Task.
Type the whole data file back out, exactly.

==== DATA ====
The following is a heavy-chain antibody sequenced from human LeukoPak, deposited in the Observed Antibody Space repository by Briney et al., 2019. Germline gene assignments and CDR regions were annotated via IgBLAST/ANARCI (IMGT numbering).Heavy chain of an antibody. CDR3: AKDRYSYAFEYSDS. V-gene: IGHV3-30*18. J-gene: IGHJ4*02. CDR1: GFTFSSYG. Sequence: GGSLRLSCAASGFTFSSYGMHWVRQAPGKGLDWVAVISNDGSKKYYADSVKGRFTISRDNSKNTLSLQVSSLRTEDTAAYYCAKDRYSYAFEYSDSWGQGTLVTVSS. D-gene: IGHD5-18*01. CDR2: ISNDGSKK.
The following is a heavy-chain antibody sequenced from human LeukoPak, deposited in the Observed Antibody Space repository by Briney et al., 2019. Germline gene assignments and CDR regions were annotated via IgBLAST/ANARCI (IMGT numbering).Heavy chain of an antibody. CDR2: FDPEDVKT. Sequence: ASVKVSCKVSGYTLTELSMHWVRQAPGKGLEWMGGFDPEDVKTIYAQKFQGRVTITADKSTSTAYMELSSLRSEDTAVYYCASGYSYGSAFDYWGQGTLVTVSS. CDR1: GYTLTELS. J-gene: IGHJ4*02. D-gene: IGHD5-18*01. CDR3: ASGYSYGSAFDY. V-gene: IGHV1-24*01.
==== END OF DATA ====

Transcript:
The following is a heavy-chain antibody sequenced from human LeukoPak, deposited in the Observed Antibody Space repository by Briney et al., 2019. Germline gene assignments and CDR regions were annotated via IgBLAST/ANARCI (IMGT numbering).Heavy chain of an antibody. CDR3: AKDRYSYAFEYSDS. V-gene: IGHV3-30*18. J-gene: IGHJ4*02. CDR1: GFTFSSYG. Sequence: GGSLRLSCAASGFTFSSYGMHWVRQAPGKGLDWVAVISNDGSKKYYADSVKGRFTISRDNSKNTLSLQVSSLRTEDTAAYYCAKDRYSYAFEYSDSWGQGTLVTVSS. D-gene: IGHD5-18*01. CDR2: ISNDGSKK.
The following is a heavy-chain antibody sequenced from human LeukoPak, deposited in the Observed Antibody Space repository by Briney et al., 2019. Germline gene assignments and CDR regions were annotated via IgBLAST/ANARCI (IMGT numbering).Heavy chain of an antibody. CDR2: FDPEDVKT. Sequence: ASVKVSCKVSGYTLTELSMHWVRQAPGKGLEWMGGFDPEDVKTIYAQKFQGRVTITADKSTSTAYMELSSLRSEDTAVYYCASGYSYGSAFDYWGQGTLVTVSS. CDR1: GYTLTELS. J-gene: IGHJ4*02. D-gene: IGHD5-18*01. CDR3: ASGYSYGSAFDY. V-gene: IGHV1-24*01.